The latest challenger to abortion, Dobbs v. Jackson Women’s Health, proposes that the procedure should be illegal if “the probable gestational age of the unborn human” exceeds 15 weeks. This is impossibly difficult to tell and a terrible metric to implement as a law. Who is to determine the probable gestational age when the calculated fetal age is based on the last menstrual period? Ironically, it is the most difficult to identify the fetal age early in pregnancy, when its legality is the most controversial.

It is in this area of uncertainty where we find the most controversial healthcare laws. Those that attempt to regulate areas with greater medical uncertainty give rise to unintended consequences that are often more clinically harmful than in scenarios where less uncertainty exists.

It should come as no surprise that much of the controversy on abortion laws mirrors that of opioid laws – when is a clinical behavior legally permissible? And how can you properly regulate the overall intent of the law by focusing on one act in a sequence of complex clinical behaviors?

You cannot – simply put. So we create abortion laws that scroll over the weeks of pregnancy. It is why opioid prescribing laws struggle to include clinical context when regulating prescribing practices. As a result, we have patients with chronic pain left untreated and patients with substance use dependencies in jails instead of rehabilitation facilities.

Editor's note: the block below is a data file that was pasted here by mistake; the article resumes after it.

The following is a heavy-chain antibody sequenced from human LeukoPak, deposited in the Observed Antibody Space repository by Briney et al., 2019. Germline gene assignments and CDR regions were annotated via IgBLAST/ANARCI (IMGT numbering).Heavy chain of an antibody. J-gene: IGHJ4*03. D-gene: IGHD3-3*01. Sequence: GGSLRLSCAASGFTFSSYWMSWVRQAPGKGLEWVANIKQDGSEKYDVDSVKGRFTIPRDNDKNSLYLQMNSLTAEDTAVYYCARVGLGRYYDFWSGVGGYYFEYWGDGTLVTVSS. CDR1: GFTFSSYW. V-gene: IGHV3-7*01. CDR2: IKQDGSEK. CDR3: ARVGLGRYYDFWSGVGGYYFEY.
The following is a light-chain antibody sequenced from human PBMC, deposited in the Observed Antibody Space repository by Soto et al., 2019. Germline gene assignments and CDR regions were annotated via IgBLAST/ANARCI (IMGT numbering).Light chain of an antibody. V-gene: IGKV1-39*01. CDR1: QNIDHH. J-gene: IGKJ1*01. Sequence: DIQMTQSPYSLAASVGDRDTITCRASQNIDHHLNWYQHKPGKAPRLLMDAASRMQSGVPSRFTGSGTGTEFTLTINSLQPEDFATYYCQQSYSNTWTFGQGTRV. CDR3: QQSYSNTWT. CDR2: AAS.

Dr. Nora Volkow, head of the National Institute of Drug Abuse, has made a career out of studying addictions. Through her experience in the opioid epidemic, she sees how addiction is a complex medical condition that is about more than opioid prescriptions or illicit drug use. Instead, she studies how addiction is experienced by patients with the medical condition.

While many health policy advocates focus their attention on fentanyl, “the most dangerous opioid”, Dr. Volkow focuses on the unique patterns of drug abuse in patients across the country. She believes funds from opioid settlements should include addiction services for patients struggling with multiple illicit substances, including methamphetamines, given the tendency of many patients who were abusing opioids to switch to methamphetamines in recent years.

Dr. Volkow is among the first to verify these patterns of substitution in drug abusers. It is similar to the pattern of substitution we see among patients seeking abortions. This is no coincidence. When similar undue burdens are placed on patients, regardless of the medical condition, we will see similar unintended consequences – and similar forms of harm to patients.

The gaps in medical logic that appear in both opioid and abortion laws underlie a fundamental problem in regulating complex healthcare behavior through restrictive laws – they do not work.

Instead of crafting laws that address the full scope of clinical behavior, the full complexity, we slap together laws that restrict one action, and assume this is all that is needed.

When the process through which we create healthcare laws is similarly flaw, it only makes sense that we see similar levels of outrage for both issues – abortions and opioids.